4. posey

    Apr 3, 2014 at 8:04 pm

    We play hide and seek. One family member holds me and another goes and hides. I love looking for them.

  5. Finn's Mom

    Apr 3, 2014 at 6:31 pm

    Swimming!

    If you have water-loving furkids, there is no better bonding activity than taking a dip together. Whether it’s in a pup friendly pool or at your local pond, swimming with your dog is a great way to have fun and build trust. It’s also a great way to incorporate your dog into an active lifestyle!

  6. Michael Maynard

    Apr 3, 2014 at 5:23 pm

    To clarify the visit hospital and nursing homes, I’ve had my
    dogs pass the national tests and get certified as a therapy
    dog to do so. Many hospitals and nursing homes won’t allow
    animals, especially dogs, without the therapy dog certification.
    Your dog has to have the calm demeanor and patience to
    do make these visits. They also have to know the basic commands,
    especially leave-it, to keep from hurting others and themselves.

    My current dog, a black lab mix, unfortunately, is too energetic
    to participate as a therapy dog.

    • Jerilyn

      Jan 16, 2015 at 12:57 pm

      Not necessarily. I used to take my dog when we went to visit an elderly aunt in a nursing home. They not only let me bring her in but before I could even get to my aunt I would be stopped by at least half a dozen elderly people, who were in wheel chairs or used walkers, so they could pet her. They would then start telling me stories about this or that dog they once had. I have a husky lab mix who is anything but calm, but loves meeting people and other dogs. She is not a certified therapy dog and as far as obedience goes she earns no stars in that department. There was a smile on everyone’s face by the time we left and I think my dog, Molly, was smiling too.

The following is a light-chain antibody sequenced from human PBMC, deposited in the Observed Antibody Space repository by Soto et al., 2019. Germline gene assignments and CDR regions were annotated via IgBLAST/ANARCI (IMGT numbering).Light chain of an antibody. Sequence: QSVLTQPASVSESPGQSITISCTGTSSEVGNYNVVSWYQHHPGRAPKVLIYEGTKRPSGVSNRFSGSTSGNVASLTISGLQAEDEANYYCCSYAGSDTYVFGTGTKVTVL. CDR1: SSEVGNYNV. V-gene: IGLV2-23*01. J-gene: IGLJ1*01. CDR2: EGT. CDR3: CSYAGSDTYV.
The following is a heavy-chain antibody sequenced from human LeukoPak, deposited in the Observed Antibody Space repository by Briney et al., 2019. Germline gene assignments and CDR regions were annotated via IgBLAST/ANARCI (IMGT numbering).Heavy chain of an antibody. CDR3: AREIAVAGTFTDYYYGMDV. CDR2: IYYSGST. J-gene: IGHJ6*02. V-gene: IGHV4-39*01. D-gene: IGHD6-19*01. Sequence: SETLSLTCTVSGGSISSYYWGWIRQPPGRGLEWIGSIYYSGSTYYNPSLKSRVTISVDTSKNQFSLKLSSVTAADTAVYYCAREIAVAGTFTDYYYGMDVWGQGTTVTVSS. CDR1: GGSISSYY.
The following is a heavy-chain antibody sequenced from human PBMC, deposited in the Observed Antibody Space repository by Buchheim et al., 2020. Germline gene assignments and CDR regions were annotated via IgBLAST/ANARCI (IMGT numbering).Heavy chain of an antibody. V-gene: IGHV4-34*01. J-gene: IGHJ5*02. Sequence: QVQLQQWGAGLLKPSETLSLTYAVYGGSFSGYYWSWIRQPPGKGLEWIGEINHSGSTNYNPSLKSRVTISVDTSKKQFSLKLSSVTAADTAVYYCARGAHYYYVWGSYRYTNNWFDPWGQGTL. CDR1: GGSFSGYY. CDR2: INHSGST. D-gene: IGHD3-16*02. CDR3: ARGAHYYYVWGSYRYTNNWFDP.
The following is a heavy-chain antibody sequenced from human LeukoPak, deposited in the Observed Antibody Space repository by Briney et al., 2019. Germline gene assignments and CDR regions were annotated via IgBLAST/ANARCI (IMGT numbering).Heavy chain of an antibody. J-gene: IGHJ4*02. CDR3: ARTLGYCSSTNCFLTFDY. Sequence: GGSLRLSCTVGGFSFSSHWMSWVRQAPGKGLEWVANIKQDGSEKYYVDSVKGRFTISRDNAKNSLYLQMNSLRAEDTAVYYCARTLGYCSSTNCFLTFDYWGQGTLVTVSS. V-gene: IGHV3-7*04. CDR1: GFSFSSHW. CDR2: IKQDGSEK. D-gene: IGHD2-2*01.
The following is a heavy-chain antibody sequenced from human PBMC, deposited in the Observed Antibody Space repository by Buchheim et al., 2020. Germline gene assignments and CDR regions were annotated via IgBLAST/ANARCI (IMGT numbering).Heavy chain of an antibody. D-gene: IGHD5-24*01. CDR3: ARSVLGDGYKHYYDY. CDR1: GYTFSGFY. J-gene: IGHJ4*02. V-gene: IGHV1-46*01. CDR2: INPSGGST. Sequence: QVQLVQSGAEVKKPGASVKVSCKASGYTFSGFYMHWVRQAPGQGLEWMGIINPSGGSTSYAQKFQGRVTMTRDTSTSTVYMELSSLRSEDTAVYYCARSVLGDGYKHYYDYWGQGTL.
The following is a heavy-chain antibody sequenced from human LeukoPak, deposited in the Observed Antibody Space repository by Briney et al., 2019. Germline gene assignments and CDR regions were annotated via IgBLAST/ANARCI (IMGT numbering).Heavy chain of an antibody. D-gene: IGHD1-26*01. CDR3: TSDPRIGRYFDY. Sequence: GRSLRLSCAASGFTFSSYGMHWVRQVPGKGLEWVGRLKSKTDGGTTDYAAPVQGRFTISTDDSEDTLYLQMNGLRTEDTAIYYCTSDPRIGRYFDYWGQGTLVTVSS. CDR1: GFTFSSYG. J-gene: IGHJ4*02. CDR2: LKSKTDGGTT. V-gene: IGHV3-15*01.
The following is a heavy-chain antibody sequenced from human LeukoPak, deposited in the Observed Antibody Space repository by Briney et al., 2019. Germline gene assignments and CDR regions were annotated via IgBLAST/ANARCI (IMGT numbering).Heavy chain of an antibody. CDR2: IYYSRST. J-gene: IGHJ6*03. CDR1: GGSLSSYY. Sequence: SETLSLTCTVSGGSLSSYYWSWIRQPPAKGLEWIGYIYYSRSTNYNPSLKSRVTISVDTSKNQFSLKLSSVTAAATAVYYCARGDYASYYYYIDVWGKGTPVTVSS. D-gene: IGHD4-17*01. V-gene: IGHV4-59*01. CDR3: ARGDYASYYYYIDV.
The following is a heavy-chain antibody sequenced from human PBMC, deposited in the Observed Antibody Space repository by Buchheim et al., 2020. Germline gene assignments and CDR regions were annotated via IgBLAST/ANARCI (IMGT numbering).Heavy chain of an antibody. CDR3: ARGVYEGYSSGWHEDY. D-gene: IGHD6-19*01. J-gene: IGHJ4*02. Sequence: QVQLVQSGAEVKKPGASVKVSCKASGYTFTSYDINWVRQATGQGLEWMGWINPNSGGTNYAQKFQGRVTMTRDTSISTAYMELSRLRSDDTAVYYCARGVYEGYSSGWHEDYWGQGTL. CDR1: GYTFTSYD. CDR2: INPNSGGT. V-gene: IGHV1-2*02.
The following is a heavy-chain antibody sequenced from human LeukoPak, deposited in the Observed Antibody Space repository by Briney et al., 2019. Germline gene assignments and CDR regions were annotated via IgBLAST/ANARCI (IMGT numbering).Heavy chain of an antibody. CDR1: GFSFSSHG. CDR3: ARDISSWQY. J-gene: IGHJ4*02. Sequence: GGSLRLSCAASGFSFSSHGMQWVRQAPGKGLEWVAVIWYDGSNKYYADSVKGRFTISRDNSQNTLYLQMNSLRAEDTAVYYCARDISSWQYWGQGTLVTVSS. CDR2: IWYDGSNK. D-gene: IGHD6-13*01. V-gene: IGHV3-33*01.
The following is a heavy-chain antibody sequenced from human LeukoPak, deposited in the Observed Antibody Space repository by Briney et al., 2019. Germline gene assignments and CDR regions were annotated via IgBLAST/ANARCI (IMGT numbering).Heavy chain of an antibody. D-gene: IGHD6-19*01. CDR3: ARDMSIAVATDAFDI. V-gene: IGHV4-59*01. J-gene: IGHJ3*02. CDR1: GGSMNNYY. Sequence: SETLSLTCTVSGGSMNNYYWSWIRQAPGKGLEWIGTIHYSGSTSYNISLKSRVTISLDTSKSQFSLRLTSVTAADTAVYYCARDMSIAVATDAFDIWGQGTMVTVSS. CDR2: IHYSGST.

7. Donna. D.

    Feb 5, 2014 at 12:01 pm

    I bond all the time by hugging playing always makeing their water bowls have fresh water. Giving doggie kissesback in forth. I tell them I love theml many times a day . They get a small bedtime snack before we go to bef. All my 3 babies sleep with me,yes they can hog my bed and pillows but we share.

    • Jodie Butler

      Feb 6, 2014 at 7:55 am

      So cute 🙂 same here

  8. Caleb

    Jan 30, 2014 at 5:26 pm

    Make sure to take the time to bond with your dog. They need love and attention and they want it from you. Give the the love and attention they deserve.